There or Here
nytheatre.com review by Nancy Kim
September 11, 2008
In Hypothetical Theatre Company's production of There or Here, playwright Jennifer Maisel juggles contemporary situations with weighty topics that bring fullness to her domestic drama in a global setting. An interracial American couple decides to use a woman in India to serve as a surrogate mother to carry their child to term. As scenes weave back and forth between New York City and India—though not necessarily in chronological order—Maisel explores the different possibilities between the "there" or "here" that affect the characters and their relationships to each other.
As Robyn and Ajay eventually come to a decision that a baby would put their lives back on track after Robyn's illness, they place their hopes on a young woman found through a clinic in India. Despite Ajay's Indian ethnic heritage, to which he feels little connection, it is mostly for convenience and facility that they choose a woman in India to act as a surrogate for Robyn. For all its ethical complications, Maisel highlights the connections between this third party/third world surrogacy and the frequent outsourcing of other services to over "there," as well as the metaphorical outsourcing of our emotional needs. In fact, Robyn and Ajay begin to develop convenient relationships with a technical support representative and phone sex operator, respectively, to share thoughts and fulfill needs since they are mostly unable to communicate "here" with each other. While they continue to outsource their feelings and their doubts via other channels, an unexpected disappearance eventually forces them to focus on what is happening at home and with each other.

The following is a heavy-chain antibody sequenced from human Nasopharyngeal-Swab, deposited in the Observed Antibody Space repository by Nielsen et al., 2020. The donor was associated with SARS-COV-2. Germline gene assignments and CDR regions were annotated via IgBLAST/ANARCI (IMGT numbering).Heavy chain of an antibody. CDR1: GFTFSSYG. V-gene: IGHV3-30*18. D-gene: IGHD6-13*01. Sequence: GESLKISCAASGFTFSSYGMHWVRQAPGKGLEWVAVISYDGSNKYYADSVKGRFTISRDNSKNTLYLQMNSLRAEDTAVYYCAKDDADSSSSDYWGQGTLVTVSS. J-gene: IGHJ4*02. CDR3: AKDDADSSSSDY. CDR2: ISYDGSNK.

In director Amy Feinberg's capable hands, the production looks elegant and the cast is confident. Annie Meisels and Alok Tewari anchor the story as the believable couple, though Meisels must work hard to keep Robyn from verging on perpetual neurotic mode. In a playful subplot, Judy Rosenblatt and Shalin Agarwal are an entertaining romantic pair as Robyn's mother and the younger, IM-loving tech geek seducer (so entertaining, in fact, I'd personally want to see a play about these characters!). Playing several roles, Purva Bedi is thoroughly charming, especially as the ineffectual phone sex operator. Deepti Gupta contributes voiceovers in Hindi and English that frame each scene, adding thoughtful resonance to the play's themes.